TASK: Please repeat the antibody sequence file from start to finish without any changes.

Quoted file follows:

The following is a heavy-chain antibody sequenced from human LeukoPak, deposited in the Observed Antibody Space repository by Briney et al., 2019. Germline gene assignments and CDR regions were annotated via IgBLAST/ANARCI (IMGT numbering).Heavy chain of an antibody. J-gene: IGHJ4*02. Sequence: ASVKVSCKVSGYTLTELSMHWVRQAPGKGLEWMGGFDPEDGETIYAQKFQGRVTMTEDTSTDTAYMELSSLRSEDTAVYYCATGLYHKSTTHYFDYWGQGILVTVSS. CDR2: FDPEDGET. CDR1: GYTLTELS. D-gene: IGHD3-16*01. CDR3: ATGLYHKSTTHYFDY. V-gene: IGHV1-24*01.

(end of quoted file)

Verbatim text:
The following is a heavy-chain antibody sequenced from human LeukoPak, deposited in the Observed Antibody Space repository by Briney et al., 2019. Germline gene assignments and CDR regions were annotated via IgBLAST/ANARCI (IMGT numbering).Heavy chain of an antibody. J-gene: IGHJ4*02. Sequence: ASVKVSCKVSGYTLTELSMHWVRQAPGKGLEWMGGFDPEDGETIYAQKFQGRVTMTEDTSTDTAYMELSSLRSEDTAVYYCATGLYHKSTTHYFDYWGQGILVTVSS. CDR2: FDPEDGET. CDR1: GYTLTELS. D-gene: IGHD3-16*01. CDR3: ATGLYHKSTTHYFDY. V-gene: IGHV1-24*01.